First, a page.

After lunch and a catch up with some of my Mum and Dad’s old friends from when they lived in Nigeria we popped over to the nearby Church, Church micro 3045-St. Peter & St. Paul, Cattistock, where one of our friends is the Vicar to try and show them how Geocaching worked, we were a little unlucky when we interpreted one of the clues wrong and ran out of time to correct it and so we ended up with a DNF which was a huge shame but you can’t win them all!
For our last day we headed over to Hengistbury Head to visit some of our old friends from Church, who I hadn’t seen in a number of years, so I was really looking forward to it. They showed us around their gorgeous house and we had some tea and cake before setting off for the peak of Hengistbury Head.
It really is a picture postcard kind of place and the walk along Christchurch Harbour was full of wildlife and people enjoying the last of the good weather, it’s a place I’d recommend if you’re into ornithology as there are plenty of unusual birds around and some good places to view them from with a pair of good binoculars.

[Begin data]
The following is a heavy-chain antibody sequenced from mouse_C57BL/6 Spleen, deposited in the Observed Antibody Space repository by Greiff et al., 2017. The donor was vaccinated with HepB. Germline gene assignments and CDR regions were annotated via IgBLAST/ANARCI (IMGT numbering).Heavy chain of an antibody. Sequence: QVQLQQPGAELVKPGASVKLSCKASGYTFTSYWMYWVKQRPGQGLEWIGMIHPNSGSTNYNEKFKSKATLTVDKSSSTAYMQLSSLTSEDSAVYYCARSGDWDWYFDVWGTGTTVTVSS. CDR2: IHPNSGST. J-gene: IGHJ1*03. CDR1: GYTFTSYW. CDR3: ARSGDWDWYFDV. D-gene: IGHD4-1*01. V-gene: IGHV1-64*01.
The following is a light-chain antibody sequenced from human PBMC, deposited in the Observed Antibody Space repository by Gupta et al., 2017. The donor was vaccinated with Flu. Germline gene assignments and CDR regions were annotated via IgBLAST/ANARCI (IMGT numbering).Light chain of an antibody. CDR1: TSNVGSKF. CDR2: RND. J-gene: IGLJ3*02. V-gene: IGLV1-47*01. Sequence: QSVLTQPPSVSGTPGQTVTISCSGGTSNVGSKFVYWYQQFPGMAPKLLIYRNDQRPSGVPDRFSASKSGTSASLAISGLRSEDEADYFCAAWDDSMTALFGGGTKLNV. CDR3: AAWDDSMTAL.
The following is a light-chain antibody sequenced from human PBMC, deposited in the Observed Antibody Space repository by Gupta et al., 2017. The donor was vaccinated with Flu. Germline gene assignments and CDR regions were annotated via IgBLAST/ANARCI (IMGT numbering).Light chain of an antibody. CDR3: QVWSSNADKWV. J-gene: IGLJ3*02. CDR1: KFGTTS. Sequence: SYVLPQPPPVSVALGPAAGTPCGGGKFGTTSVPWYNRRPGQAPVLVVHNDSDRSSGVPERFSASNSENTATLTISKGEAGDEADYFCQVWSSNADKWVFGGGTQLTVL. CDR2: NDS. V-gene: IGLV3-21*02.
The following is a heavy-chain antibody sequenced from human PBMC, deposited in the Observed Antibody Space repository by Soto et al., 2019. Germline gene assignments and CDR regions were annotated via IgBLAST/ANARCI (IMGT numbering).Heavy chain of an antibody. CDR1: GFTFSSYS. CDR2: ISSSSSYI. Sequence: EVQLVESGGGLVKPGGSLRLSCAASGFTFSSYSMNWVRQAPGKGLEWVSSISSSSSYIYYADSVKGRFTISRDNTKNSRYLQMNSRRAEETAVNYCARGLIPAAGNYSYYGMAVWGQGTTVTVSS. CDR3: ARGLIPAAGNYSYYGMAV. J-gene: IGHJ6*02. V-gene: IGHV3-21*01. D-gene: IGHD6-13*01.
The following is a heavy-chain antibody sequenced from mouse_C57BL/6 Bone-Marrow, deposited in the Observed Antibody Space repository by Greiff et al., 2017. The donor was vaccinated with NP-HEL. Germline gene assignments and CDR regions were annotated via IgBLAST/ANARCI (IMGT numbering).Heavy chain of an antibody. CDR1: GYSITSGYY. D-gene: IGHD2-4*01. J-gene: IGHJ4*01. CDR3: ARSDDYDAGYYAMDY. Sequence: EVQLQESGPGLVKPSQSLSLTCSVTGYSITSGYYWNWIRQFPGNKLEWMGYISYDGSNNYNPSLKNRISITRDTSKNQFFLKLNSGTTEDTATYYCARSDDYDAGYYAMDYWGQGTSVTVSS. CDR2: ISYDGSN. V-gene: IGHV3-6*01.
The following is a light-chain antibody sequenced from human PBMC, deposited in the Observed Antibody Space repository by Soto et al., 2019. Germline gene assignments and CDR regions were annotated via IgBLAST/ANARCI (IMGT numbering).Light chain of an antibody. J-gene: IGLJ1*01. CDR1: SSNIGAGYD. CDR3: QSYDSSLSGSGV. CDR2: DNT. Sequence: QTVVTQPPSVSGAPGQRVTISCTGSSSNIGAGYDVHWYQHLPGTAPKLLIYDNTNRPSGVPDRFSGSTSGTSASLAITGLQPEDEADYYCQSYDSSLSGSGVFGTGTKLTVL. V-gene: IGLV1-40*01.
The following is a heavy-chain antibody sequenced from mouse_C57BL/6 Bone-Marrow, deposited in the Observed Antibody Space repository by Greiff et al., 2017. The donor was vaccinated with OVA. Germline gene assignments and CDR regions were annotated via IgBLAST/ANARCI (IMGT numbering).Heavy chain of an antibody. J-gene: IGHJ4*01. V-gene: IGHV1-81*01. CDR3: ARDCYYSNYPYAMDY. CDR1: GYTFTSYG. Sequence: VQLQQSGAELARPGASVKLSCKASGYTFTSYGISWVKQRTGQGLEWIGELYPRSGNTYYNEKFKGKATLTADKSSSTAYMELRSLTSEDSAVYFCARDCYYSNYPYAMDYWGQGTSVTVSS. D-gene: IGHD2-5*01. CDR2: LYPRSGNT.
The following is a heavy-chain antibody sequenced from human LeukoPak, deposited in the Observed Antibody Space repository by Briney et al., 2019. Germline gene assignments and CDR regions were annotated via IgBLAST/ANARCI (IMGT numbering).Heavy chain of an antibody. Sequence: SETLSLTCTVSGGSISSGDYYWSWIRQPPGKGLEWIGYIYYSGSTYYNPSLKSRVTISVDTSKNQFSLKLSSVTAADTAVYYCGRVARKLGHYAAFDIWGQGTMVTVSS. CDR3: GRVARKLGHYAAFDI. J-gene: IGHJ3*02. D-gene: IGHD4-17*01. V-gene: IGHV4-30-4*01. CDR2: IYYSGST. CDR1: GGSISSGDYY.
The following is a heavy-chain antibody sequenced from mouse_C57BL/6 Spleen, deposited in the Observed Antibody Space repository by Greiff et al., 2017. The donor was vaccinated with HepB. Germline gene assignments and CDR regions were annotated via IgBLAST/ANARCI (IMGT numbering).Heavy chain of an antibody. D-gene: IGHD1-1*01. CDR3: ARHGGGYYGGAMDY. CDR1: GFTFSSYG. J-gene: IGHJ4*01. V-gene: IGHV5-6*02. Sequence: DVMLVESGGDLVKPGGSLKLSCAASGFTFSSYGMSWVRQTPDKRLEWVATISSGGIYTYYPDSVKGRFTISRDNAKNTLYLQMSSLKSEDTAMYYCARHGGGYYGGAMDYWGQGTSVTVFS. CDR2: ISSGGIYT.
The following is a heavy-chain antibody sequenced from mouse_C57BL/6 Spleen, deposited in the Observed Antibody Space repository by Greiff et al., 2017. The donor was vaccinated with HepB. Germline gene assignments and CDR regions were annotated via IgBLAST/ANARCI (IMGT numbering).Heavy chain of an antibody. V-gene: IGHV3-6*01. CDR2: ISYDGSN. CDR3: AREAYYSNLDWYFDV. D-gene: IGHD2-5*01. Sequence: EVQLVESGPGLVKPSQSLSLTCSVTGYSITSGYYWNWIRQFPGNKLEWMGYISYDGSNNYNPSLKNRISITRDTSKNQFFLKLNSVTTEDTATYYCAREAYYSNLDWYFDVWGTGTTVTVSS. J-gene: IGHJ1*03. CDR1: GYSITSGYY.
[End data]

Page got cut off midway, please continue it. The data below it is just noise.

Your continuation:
I was pretty smitten with the beach huts at Hengistbury Head, it’s amazing what you can pack into a space so small. Some of them had their doors open so you could see inside and most of them had a second level for the bedroom meaning that the whole of the downstairs area was quite spacious as a living area.
We found Alice in Wonderland first, and our friends who hadn’t heard of Geocaching before were quite keen on our hobby as they thought it might be something that their grandchildren might be interested in. Soon after we found all the information we needed for Bird’s Eye View (a virtual) before picking up Hengistbury Head.
We all headed back to theirs for dinner and it was quite late when we left but we managed to squeeze in one final puzzle cache, Sea View, before the long drive back to Surrey. I felt as though we had try and find this one up as we’d spent a few days between us trying to work out the answers for it. The puzzle involved matching up clues with singers/bands, so for example;
B.A, B.S.c, PhD would be…The Three Degrees.
It had taken us a while to get through all 25 of the clues but we finally got the green light on the Geochecker and so I was keen to go out and find the cache!
It was dark when we arrived at GZ but thankfully it was a fairly easy find, and had it been during daylight hours I imagine it would’ve made for a nice view too but as it was we were just glad to find it!
We were all sad to be leaving Dorset, we’d had such a great time checking out some of the areas Geocaching hot spots but we know that there’s still plenty more to see so who knows, we might have to make another trip down there in the not too distant future to find some more! 🙂
Let us know if there are any that we should check out and which ones your favourite are in Dorset and we’ll add them to our ‘must see’ list!
Happy caching! 🙂